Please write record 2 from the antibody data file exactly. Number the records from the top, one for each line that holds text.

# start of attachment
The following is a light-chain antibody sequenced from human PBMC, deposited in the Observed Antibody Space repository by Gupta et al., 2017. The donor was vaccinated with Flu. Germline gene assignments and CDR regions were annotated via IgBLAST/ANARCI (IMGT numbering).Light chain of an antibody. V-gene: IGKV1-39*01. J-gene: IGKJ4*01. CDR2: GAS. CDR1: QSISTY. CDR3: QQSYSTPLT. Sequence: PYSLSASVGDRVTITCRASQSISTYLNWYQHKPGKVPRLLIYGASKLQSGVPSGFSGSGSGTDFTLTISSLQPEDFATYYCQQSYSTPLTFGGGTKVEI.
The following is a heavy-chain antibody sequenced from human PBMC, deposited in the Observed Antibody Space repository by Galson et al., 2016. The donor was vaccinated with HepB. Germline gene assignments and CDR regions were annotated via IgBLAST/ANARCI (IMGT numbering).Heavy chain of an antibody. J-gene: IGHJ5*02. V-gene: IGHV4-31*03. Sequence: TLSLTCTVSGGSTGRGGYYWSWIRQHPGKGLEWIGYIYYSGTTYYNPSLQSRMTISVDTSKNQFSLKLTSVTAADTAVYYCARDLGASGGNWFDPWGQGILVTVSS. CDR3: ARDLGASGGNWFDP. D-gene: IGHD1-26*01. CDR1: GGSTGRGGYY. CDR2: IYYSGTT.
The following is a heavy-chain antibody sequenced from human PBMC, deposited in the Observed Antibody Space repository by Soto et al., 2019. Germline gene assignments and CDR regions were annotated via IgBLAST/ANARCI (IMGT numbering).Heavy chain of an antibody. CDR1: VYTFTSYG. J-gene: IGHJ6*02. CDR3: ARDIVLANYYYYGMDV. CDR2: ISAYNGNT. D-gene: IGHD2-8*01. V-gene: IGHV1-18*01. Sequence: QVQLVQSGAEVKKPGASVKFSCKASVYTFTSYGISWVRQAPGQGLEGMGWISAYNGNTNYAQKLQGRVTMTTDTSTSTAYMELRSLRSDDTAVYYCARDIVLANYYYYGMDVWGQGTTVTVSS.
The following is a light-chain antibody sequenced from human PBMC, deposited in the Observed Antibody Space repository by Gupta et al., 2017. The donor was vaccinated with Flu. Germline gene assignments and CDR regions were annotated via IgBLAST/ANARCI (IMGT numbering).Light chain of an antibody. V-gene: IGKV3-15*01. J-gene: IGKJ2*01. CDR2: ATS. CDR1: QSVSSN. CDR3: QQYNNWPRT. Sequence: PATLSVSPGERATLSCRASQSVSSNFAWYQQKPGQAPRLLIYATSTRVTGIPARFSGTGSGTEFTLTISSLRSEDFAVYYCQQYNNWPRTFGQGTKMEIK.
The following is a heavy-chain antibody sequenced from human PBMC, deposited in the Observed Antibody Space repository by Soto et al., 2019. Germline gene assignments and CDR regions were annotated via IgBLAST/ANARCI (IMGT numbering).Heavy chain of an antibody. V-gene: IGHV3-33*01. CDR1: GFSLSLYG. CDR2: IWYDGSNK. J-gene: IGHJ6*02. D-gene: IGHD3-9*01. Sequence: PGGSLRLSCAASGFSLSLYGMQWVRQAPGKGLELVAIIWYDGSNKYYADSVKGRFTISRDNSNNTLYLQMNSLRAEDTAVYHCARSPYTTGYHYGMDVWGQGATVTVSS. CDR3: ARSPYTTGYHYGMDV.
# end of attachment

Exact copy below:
The following is a heavy-chain antibody sequenced from human PBMC, deposited in the Observed Antibody Space repository by Galson et al., 2016. The donor was vaccinated with HepB. Germline gene assignments and CDR regions were annotated via IgBLAST/ANARCI (IMGT numbering).Heavy chain of an antibody. J-gene: IGHJ5*02. V-gene: IGHV4-31*03. Sequence: TLSLTCTVSGGSTGRGGYYWSWIRQHPGKGLEWIGYIYYSGTTYYNPSLQSRMTISVDTSKNQFSLKLTSVTAADTAVYYCARDLGASGGNWFDPWGQGILVTVSS. CDR3: ARDLGASGGNWFDP. D-gene: IGHD1-26*01. CDR1: GGSTGRGGYY. CDR2: IYYSGTT.